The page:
Linked to anxiety and depression, it’s what happens when we make a proverbial mountain out of a mole hill. In this Psychiatric Times article, Mindpath Health’s Sandeep Vaishnavi, MD, PhD, explains why runaway thoughts occur and what to do about them.
Everyone has experienced moments when one bad outcome convinces us we are doomed to a life of failure. These catastrophic thoughts are akin to making a proverbial mountain out of a mole hill. It is why after a breakup, we think no one will ever love us. It is that seizing fear when waiting on a doctor’s report. It is that gnawing feeling when someone vaguely texts “we need to talk.”
This exaggerated expectation that only the worst possible outcome will occur can exert a powerful and debilitating influence over our lives. Left unchecked, these catastrophic thoughts can set dangerous patterns that prohibit us from taking reasonable chances, following inspiration, or recognizing life’s silver linings.
As psychiatrists, we often encounter catastrophic thinking in our patients. We understand how difficult it can be to change these patterns, even with professional help. And while it is often easier to see this in others, the demands of our profession make us susceptible to falling into these very same traps.
Getting out of a catastrophic funk requires following the same treatment and advice we might give our patients. This means asking for help when we need it—something many physicians find difficult to do. Our jobs require us to be stalwart and seemingly infallible, but without balance and mindfulness, we continue to walk a dangerous razor’s edge of catastrophic thinking.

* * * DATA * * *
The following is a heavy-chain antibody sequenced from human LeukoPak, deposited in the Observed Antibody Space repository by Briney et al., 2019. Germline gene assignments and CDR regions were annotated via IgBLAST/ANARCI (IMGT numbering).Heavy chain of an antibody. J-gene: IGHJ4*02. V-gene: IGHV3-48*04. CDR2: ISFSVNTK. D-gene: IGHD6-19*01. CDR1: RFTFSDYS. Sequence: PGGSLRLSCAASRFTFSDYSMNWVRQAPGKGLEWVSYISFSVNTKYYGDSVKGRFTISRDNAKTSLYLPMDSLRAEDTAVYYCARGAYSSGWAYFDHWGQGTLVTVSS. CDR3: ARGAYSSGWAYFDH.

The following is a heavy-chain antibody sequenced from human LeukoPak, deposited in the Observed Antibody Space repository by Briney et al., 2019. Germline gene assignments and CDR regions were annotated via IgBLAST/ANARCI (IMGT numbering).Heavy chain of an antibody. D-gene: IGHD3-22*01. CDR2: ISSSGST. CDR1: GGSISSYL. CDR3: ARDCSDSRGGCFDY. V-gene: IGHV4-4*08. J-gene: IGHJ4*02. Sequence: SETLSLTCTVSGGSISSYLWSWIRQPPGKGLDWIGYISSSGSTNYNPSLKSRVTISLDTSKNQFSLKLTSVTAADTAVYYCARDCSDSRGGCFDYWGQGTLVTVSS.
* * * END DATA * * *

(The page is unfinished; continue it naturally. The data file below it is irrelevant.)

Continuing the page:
What is catastrophic thinking?
Catastrophic thinking, also known as magnifying, is a kind of cognitive distortion—a thought pattern that is irrational or exaggerated. Psychologist Albert Ellis, PhD, first coined the phrase in 1957 as he was developing his rational-emotive behavior therapy, a precursor to modern-day cognitive behavioral therapy. His ABC model involved an activating event, beliefs that were irrational, and the consequences of those beliefs. His theory was that our emotions and perceptions are not formed by an event—rather, how we think about the event directs how we feel.